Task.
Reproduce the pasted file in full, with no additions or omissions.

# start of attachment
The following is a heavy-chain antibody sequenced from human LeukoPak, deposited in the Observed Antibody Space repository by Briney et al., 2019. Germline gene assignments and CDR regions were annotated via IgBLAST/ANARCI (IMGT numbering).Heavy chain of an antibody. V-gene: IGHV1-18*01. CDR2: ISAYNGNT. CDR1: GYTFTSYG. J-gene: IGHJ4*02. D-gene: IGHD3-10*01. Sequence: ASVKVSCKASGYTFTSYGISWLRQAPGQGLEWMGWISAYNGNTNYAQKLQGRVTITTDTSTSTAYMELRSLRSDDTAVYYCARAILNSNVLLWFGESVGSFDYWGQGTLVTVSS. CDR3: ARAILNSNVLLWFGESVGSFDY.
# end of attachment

The following is a heavy-chain antibody sequenced from human LeukoPak, deposited in the Observed Antibody Space repository by Briney et al., 2019. Germline gene assignments and CDR regions were annotated via IgBLAST/ANARCI (IMGT numbering).Heavy chain of an antibody. V-gene: IGHV1-18*01. CDR2: ISAYNGNT. CDR1: GYTFTSYG. J-gene: IGHJ4*02. D-gene: IGHD3-10*01. Sequence: ASVKVSCKASGYTFTSYGISWLRQAPGQGLEWMGWISAYNGNTNYAQKLQGRVTITTDTSTSTAYMELRSLRSDDTAVYYCARAILNSNVLLWFGESVGSFDYWGQGTLVTVSS. CDR3: ARAILNSNVLLWFGESVGSFDY.